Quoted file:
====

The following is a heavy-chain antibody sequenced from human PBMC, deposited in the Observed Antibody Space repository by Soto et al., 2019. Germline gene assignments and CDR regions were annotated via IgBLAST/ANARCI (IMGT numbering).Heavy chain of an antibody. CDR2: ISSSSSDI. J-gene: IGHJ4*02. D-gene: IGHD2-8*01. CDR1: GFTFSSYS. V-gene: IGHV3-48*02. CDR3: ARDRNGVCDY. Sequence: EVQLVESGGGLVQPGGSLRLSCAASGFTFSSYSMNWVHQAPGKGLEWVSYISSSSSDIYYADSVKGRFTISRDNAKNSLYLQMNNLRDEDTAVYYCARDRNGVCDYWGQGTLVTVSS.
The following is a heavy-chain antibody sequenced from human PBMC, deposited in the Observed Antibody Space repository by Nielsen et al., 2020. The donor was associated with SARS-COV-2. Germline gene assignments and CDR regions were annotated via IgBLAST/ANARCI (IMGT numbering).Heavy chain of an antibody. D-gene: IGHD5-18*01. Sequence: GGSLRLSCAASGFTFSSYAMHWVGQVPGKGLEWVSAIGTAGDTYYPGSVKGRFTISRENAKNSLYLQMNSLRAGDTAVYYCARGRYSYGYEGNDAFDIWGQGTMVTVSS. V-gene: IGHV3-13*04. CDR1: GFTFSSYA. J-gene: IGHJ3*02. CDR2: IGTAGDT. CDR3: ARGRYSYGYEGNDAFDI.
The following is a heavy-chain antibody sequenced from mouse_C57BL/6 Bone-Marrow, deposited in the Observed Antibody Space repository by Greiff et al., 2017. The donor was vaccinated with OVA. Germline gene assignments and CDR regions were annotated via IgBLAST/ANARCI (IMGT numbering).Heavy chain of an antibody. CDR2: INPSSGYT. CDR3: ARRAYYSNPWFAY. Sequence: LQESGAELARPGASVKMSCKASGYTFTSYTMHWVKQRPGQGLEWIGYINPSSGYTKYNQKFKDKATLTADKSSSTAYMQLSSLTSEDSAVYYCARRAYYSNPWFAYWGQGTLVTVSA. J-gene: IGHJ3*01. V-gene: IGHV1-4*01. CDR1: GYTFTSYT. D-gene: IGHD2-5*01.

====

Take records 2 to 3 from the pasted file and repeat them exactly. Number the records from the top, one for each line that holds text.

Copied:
The following is a heavy-chain antibody sequenced from human PBMC, deposited in the Observed Antibody Space repository by Nielsen et al., 2020. The donor was associated with SARS-COV-2. Germline gene assignments and CDR regions were annotated via IgBLAST/ANARCI (IMGT numbering).Heavy chain of an antibody. D-gene: IGHD5-18*01. Sequence: GGSLRLSCAASGFTFSSYAMHWVGQVPGKGLEWVSAIGTAGDTYYPGSVKGRFTISRENAKNSLYLQMNSLRAGDTAVYYCARGRYSYGYEGNDAFDIWGQGTMVTVSS. V-gene: IGHV3-13*04. CDR1: GFTFSSYA. J-gene: IGHJ3*02. CDR2: IGTAGDT. CDR3: ARGRYSYGYEGNDAFDI.
The following is a heavy-chain antibody sequenced from mouse_C57BL/6 Bone-Marrow, deposited in the Observed Antibody Space repository by Greiff et al., 2017. The donor was vaccinated with OVA. Germline gene assignments and CDR regions were annotated via IgBLAST/ANARCI (IMGT numbering).Heavy chain of an antibody. CDR2: INPSSGYT. CDR3: ARRAYYSNPWFAY. Sequence: LQESGAELARPGASVKMSCKASGYTFTSYTMHWVKQRPGQGLEWIGYINPSSGYTKYNQKFKDKATLTADKSSSTAYMQLSSLTSEDSAVYYCARRAYYSNPWFAYWGQGTLVTVSA. J-gene: IGHJ3*01. V-gene: IGHV1-4*01. CDR1: GYTFTSYT. D-gene: IGHD2-5*01.